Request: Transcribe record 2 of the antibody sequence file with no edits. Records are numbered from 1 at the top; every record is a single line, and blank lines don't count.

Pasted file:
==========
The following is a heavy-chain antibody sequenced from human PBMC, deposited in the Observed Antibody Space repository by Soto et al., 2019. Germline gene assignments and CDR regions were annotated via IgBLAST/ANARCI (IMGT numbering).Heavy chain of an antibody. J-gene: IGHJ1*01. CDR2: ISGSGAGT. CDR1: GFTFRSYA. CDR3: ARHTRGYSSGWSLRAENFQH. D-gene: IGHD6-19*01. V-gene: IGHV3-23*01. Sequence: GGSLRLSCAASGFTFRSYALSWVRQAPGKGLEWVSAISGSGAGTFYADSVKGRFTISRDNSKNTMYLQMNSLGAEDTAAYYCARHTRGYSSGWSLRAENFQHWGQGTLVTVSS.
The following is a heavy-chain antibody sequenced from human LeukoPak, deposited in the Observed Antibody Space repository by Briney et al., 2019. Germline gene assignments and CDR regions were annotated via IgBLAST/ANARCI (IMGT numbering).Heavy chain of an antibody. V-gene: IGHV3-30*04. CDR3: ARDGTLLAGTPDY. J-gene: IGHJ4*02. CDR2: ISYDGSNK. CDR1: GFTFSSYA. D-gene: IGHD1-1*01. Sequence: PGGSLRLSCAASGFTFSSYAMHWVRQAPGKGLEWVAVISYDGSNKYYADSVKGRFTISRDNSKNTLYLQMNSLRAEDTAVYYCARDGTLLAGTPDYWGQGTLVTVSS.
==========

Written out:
The following is a heavy-chain antibody sequenced from human LeukoPak, deposited in the Observed Antibody Space repository by Briney et al., 2019. Germline gene assignments and CDR regions were annotated via IgBLAST/ANARCI (IMGT numbering).Heavy chain of an antibody. V-gene: IGHV3-30*04. CDR3: ARDGTLLAGTPDY. J-gene: IGHJ4*02. CDR2: ISYDGSNK. CDR1: GFTFSSYA. D-gene: IGHD1-1*01. Sequence: PGGSLRLSCAASGFTFSSYAMHWVRQAPGKGLEWVAVISYDGSNKYYADSVKGRFTISRDNSKNTLYLQMNSLRAEDTAVYYCARDGTLLAGTPDYWGQGTLVTVSS.